(M) Mia Wasikowska, Nicole Kidman, Matthew Goode, Alden Ehrenreich, Dermot Mulroney, Jackie Weaver
Written by Wentworth Miller, who you may know as one of the stars of the television series Prison Break, and heavily indebted to Alfred Hitchcock’s Shadow of a Doubt, Stoker is a coming of age story with a difference. Think less Stand by Me and more Carrie.
India Stoker is a morose teenage girl, darker than your normal morose teenage girl, uncomfortable in her own skin and unsure of her identity. When her father, with whom she was close, is killed in a car accident she is left without a buffer between her and her troubled mother, with whom she has a strained relationship. Living alone together in large Southern mansion, they are surprised by the arrival of her Uncle Charlie, a brother of her fathers whom she didn’t know existed. Charlie arrives out of the blue and declares his intention to stay for a while. He is young, handsome, and well-travelled, and instantly charms India’s mother, while India is more cautious and distrusting of this mysterious uncle. With time she finds this distrust matched with a strange sense of kinship, before learning the dangerous truth about Uncle Charlie… he is a psychopathic serial killer.
This psychological thriller is directed by Korean filmmaker Chan-Wook Park who gained international attention in 2004, when his revenge thriller Oldboy won the Grand Jury Prize at the Cannes Film Festival and became a cult favourite around the world. Stoker marks his first foray into English-language filmmaking and he has no trouble applying his immense talent for visual storytelling to a different language. The images are masterfully composed, and cleverly edited together, including an interesting transitionary device where items that appear to be part of one shot end up becoming part of the shot on the other side of the dissolve.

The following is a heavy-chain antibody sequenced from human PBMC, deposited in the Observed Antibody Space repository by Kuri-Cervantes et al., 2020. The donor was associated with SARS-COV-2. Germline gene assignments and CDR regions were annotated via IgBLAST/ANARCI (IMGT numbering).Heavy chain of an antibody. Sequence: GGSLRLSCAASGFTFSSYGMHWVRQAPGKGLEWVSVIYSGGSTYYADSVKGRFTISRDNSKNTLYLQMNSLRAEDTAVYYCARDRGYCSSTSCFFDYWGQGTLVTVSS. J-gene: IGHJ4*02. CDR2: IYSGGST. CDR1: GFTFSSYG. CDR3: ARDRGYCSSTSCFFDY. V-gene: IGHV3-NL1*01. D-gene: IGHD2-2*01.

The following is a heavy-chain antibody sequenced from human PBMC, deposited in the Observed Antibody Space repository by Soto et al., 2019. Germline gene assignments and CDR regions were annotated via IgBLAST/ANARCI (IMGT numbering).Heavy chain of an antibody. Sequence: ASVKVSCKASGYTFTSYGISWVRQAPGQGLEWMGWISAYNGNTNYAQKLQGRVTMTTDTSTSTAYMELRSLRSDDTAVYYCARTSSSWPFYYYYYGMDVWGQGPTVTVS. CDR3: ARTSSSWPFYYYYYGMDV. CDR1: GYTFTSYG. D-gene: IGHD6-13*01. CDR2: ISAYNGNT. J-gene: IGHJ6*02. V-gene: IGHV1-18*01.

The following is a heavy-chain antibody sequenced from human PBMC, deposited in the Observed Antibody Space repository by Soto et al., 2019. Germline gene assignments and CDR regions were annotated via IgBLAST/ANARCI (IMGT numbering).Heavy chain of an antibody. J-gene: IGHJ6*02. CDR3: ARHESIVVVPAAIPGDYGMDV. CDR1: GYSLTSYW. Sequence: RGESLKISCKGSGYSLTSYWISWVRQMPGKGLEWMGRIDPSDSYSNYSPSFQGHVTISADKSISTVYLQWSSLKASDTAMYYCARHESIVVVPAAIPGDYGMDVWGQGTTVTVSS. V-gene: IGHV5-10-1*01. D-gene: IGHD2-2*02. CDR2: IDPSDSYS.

Stoker has a creepy, chilling tone – established through the way the picture is photographed, the performances of the actors, and the music – that elicits quite a visceral reaction. Before you process the narrative information, before you understand what is going on, you are already feeling that sense of unease and mistrust.
The film has a Gothic feel to it, no doubt resulting from the fact that much of the action takes place in the Stoker’ old Southern mansion, which looks unchanged since the 1930s. In fact, it makes it initially quite difficult to pin down a time period for the events. You find yourself assuming that you are watching a period piece from the first half of the 20th century until we get a couple of scenes at the school which makes it apparent that it is the present day.
Stoker’s second half lacks the subtlety of its slow-burning first half, with that spookiness and sense of menace that is so overpowering in the film’s early passages making way for more direct, confronting images of violence. The eroticising of these acts of violence adds another disturbing layer to the bond being formed between India and her uncle.
Stoker will only receive a limited release, and likely won’t make a huge impact, but it could well be one of the year’s best films. It is a fantastic psychological thriller: creepy, compelling and strangely beautiful.
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